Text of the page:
Vahid Monadjem is the co-founder and CEO of Nomanini, South Africa-based mobile Point of Sale service for facilitating cash transactions in emerging markets. In this guest post, he called for a closer look at the mobile money sector especially in Africa where it is extensively believed that mobile money is on a meteoric rise. But as far as Monadjem is concerned, mobile money has not yet arrived.
The growth of mobile money in Africa over the last seven years has been phenomenal. Figures doing the rounds (and quoted by The Economist and Financial Times amongst others) include the calculation that 43%of Kenyan GDP is channelled through M-PESA each year, and that Kenyan mobile money is reported as having 26 million customers (Central Bank of Kenya website).
There’s a brilliant article by Susan Johnson, professor at the Centre for Development Studies at the University of Bath, in which she explores the big claims coming out about mobile money. I won’t go into the details here, but Susan found that the 43% of GDP figure is hugely misleading. If you consider that only 9% of the value facilitated by the Central Bank’s real time gross settlement system are through M-PESA, it’s clear that this is a bogus statistic. Susan’s article, Kenyan mobile money and the hype of messy statistics, explains the premise and calculations in depth.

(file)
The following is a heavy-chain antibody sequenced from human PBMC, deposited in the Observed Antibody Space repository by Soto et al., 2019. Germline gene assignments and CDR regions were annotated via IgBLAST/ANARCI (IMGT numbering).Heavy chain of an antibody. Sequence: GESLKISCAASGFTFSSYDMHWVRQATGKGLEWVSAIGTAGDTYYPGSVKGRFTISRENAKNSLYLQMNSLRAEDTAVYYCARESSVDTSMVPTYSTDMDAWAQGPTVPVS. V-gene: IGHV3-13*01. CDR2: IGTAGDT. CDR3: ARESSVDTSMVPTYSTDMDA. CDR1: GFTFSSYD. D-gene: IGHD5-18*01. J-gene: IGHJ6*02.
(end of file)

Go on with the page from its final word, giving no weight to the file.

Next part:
Subscriber numbers appear to have been overhyped too. The 26 million customer figure I referred to earlier (reported on the CBK website) is not a figure for unique customers. The data collected simply reports the total number of signups, without taking account of multiple registrations, hence it is not a figure for unique customers.
So, while M-PESA certainly has been a huge success, alternative figures provide more accurate, but less dramatic, comparisons.
My point here is that mobile money has not yet arrived, it has much further to go to meet its full potential. This rings true with what I have witnessed about the dominance of cash for the majority of consumers – not only in emerging markets, but also in first-world countries such as the US and UK where daily retail transactions are predominantly cash-based.
Back in emerging markets, the vast majority of prepaid airtime vouchers and scratch cards are still paid for in cash. This is still the case for M-PESA’s parent mobile network, Safaricom. The same is true for other prepaid products like electricity vouchers, bus and train tickets and other micropayments. These kinds of transactions may be small in value but they are huge in volume.
Operators need to acknowledge the power and prevalence of cash even as they continue to build on the gains in digital money.